Potsdam skatepark project awaiting decision on leftover DRI money | Arts and Entertainment

POTSDAM — Village trustees on Monday evening heard a Saranac Lake village trustee’s suggestions for how to operate a proposed skatepark.

Potsdam’s proposal for a skate area on Fall Island at the site of the existing park is under consideration to be funded with unused money from the village’s $10 million Downtown Revitalization Initiative award.

The village is working with the St. Lawrence County Arts Council on the project, which is still in the early stages. The park would be behind the Fall Island parking lot. An SLC Arts committee is working with Canton native Matthew L. Mazzotta, who designs public recreational spaces, such as skateparks. SLC Arts Executive Director Maggie M. McKenna, who is also on the skatepark committee, said they’re waiting to hear if the state will award unused funds from two DRI projects that have been called off. They’re seeking $450,000 from the state for the new park.

“At this point, we’re waiting for the state to come back to the village. The village put in their desired allocation they want to get for the skatepark from the remainder of the DRI funds,” she said.

To cover the remaining $150,000 of the $600,000 price tag, Ms. McKenna said the committee is planning to launch a public fundraiser and “reaching out to local institutions and apply for some major grants to support the remainder.”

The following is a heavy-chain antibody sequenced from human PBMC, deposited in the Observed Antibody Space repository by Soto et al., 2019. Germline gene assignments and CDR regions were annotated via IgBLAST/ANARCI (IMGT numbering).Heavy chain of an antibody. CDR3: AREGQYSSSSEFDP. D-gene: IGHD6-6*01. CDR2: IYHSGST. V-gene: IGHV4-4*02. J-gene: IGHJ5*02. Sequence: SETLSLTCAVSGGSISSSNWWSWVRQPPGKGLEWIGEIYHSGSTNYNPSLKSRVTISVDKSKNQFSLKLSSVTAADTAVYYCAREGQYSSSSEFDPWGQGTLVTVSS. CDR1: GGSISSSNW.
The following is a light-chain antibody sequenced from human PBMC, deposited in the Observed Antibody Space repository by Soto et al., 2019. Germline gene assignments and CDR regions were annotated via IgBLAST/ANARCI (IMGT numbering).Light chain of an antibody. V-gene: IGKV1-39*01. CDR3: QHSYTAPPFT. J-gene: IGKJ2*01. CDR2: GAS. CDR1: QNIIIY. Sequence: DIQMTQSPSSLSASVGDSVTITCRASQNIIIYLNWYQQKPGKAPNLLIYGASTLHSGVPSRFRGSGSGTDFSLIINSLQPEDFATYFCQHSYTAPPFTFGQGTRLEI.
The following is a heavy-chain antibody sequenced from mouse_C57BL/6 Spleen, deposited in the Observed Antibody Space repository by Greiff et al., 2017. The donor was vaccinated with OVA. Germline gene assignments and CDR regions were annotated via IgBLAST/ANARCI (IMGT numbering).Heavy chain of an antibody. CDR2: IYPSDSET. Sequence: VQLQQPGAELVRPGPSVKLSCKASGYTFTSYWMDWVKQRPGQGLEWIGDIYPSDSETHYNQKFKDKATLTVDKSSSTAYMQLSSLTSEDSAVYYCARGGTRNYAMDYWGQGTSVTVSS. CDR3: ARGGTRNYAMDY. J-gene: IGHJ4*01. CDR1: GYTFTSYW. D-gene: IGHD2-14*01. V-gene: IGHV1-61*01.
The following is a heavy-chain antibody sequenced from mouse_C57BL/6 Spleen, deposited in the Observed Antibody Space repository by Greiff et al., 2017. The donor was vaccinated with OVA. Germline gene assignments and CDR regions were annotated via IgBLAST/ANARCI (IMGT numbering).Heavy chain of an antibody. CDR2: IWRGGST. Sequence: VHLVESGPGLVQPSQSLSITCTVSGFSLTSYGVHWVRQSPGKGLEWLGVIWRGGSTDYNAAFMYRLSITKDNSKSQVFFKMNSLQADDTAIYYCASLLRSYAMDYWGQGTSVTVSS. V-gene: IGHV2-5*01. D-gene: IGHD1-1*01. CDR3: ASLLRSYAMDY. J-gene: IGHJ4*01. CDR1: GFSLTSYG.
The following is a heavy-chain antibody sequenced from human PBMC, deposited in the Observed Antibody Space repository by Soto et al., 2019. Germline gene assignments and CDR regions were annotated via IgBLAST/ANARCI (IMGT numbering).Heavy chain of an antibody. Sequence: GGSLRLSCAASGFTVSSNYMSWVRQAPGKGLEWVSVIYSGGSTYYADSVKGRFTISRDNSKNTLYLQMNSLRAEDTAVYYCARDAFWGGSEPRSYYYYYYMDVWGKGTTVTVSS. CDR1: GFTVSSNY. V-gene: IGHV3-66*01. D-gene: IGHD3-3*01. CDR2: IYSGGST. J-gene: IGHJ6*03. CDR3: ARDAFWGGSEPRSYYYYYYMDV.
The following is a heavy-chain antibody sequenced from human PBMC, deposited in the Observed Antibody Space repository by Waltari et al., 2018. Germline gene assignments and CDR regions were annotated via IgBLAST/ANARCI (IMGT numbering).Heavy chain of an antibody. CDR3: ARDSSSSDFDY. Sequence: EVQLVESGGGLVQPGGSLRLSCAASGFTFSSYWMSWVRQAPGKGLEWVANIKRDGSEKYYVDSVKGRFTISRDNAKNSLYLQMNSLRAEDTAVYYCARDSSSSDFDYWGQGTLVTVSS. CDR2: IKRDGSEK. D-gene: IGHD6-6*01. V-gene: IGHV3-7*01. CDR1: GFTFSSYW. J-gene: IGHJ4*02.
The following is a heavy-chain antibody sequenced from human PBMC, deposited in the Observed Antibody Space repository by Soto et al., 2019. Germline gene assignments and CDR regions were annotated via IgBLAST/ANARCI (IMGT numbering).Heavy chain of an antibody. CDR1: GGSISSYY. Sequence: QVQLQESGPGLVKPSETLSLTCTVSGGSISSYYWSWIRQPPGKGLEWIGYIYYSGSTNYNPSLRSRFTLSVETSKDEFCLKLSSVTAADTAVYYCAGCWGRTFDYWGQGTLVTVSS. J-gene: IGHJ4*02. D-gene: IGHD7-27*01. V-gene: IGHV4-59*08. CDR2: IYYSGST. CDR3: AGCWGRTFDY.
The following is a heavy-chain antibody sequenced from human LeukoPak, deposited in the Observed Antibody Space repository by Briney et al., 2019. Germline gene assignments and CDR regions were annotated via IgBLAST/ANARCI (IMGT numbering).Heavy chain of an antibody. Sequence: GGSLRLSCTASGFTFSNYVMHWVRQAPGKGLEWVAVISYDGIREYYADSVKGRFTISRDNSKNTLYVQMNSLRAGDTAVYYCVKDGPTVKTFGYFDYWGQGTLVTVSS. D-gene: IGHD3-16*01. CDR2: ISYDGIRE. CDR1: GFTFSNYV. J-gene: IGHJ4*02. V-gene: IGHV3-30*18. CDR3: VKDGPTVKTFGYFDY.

She said once the funding is in place, Mr. Mazzotta will host “living room meetings” for the public to give input on what the skatepark should look like.

“He literally sets up couches in the space for people to come and sit and chat,” Ms. McKenna said, adding that this is a big part of Mr. Mazzotta’s design process.

During the Potsdam Village Board of Trustees meeting Monday night, Saranac Lake Trustee Richard Shapiro talked about a skatepark his village opened about seven years ago. He said it’s been a huge success, and the skateboarders who use it do a good job of taking care of it.

“It’s been marvelous. It’s essentially the most-used park in the village,” he said, adding that there have been “no complaints whatsoever” and “no maintenance issues whatsoever.”

He said Potsdam’s proposed site is a good choice.

Mr. Shapiro suggested the finished skatepark be as open as possible.

“Don’t enclose it. Don’t require supervision. Don’t lock it,” he said, while not suggesting there shouldn’t be sensible rules for using the park.

He said skateboarders generally aren’t into team sports, but they end up in “cooperative competition” trying to out-do each other and also share tips and advice.

“They all want to improve … they work toward it,” he said.

Skateboarding events at the Saranac Lake park tend to draw crowds, Mr. Shapiro said, and bring in people of all ages from outside the area. They come from as far away as Syracuse, Rochester, Boston, New York City and Buffalo.

“People come from all over for this,” he said.

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